# Is every odd positive integer of the form $P_{n+m}-P_n-P_m$?

I am looking for a comment, reference, remark, or proof of three conjectures as follows:

Conjecture 1: Let $x$ be an odd positive integer. Then there exist two integers $n, m \ge 2$ so that $$x=P_{n+m}-P_n-P_m,$$ where $P_n$ is the $n^{th}$ prime.

My calculations the conjecture 1 true for $x=1, 3,\dotsc, 10^7-1$ and $x = 5.4371349x10^7$, $\cdots, 5.4375349x10^7$

A general of the conjecture above as follows (but weaker):

Let every integer $r_0$ exist positive integer $x_0$ such that every odd number $x \ge x_0$ has the form $x=P_{n+m+r_0}-P_n-P_m$, where $m, n \ge 2$ (PS: inspired from the comment of Lev Borisov be low)

Or simpler:

Conjecture 2: Is every odd positive integer of the form $P_{c}-P_a-P_b$ ?

A stronger comjecture 2

Conjecture 3 (Maillet's conjecture) Is every even positive integer of the form $P_{a}-P_b$

I have just computed the conjecture 3 is true with $x=2, 4, \cdots, 10^6$ and $3873$ numbers $x = $$9.82197492x10^8$$,$ $\cdots$$,$ $9.82226054x10^8$

Example:

$2=5-3$;

$4=7-3$;

$6=13-7$;

$8=13-5$;

$10=17-7$

• You might as well assume that $m \geq 2$, since otherwise $x$ is even. – Stanley Yao Xiao Jun 28 '18 at 11:13
• Why the "computer science" tag? Why the "prime ideals" tag? You know, there's no law that says you must use five tags – you're allowed to use fewer. – Gerry Myerson Jun 28 '18 at 13:06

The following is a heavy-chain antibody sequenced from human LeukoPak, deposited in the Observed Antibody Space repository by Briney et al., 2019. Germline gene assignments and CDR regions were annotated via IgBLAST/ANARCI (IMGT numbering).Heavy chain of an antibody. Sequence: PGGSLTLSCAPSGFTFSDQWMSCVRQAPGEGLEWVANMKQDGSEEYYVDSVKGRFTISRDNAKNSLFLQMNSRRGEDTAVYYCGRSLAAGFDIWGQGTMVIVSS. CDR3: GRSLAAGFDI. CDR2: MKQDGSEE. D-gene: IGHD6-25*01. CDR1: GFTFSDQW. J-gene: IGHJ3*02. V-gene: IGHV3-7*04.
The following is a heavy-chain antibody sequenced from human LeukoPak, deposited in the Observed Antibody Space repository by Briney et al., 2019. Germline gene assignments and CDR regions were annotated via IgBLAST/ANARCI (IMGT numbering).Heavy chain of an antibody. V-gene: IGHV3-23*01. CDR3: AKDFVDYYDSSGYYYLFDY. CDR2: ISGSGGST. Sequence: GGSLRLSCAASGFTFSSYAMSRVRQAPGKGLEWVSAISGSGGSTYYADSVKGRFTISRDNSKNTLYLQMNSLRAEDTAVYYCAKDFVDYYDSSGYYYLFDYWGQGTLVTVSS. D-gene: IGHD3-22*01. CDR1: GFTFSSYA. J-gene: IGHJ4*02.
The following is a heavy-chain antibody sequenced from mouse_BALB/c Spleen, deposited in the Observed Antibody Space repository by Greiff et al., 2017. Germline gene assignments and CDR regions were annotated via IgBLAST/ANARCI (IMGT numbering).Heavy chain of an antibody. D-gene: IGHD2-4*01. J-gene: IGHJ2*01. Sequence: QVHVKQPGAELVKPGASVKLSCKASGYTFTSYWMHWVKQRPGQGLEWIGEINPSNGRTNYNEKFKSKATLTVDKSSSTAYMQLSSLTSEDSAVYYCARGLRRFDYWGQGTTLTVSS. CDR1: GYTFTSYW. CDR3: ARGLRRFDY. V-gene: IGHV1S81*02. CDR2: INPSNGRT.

• Conjectures on prime constellations should imply this is possible even with $m=2$. – Wojowu Jun 28 '18 at 16:36
• Indeed it seems that there is no need to link to a text file to give the simply stated answer to @GerhardPaseman's question. As your file indicates, $m = 6787300$ and $n = 6787562$ (not much larger than $10^7$, for reasonable values of "not much larger"), so $P_m = 118988791$, $P_n = 118993759$, and $P_{m + n} = 247982549$. – LSpice Jul 1 '18 at 16:20
• @MattF., that was my edit in the title, and I forgot the old maxim that 'any' should never be used as a quantifier, because it can easily be read both as 'every' and as 'some'. I agree that the current title is better. – LSpice Jul 2 '18 at 12:27

The conjecture 3 is mentioned here and here, in which it is called the Maillet conjecture.

The conjecture 2 is true.

It can be seen by rewriting $n=P_c−P_a−P_b$ as $P_a+P_b=P_c-n$, and it has a solution as long as the sets $\left\{x|x=P_a+P_b\right\}$ and $\left\{x|x=P_c-n\right\}$ have nonempty intersection. Call the two sets $X$ and $Y$ respectively, and let $A_N$ denote the elements of a set $A$ which is not greater than $N$.

We have $|X_N|=O(\frac{N}{logN})$, and a result of Montgomery and Vaughan shows that $|Y_N|≥\frac{N}{2}-CN^{1-c}$ for some $C$ and $c$. As $|X_N\cup Y_N|≤\frac{N}{2}+n$ and $|X_N|+|Y_N|≥\frac{N}{2}+n$ for sufficiently large $N$, it turns out that the two sets have nonempty intersection.

• I have voted your answer. I will accept your answer in next some days, but now I also need the answer for conjecture 1 and conjecture 2. I changes the title of question to get the answer for conjecture 1 and 2. – Đào Thanh Oai Jul 3 '18 at 16:17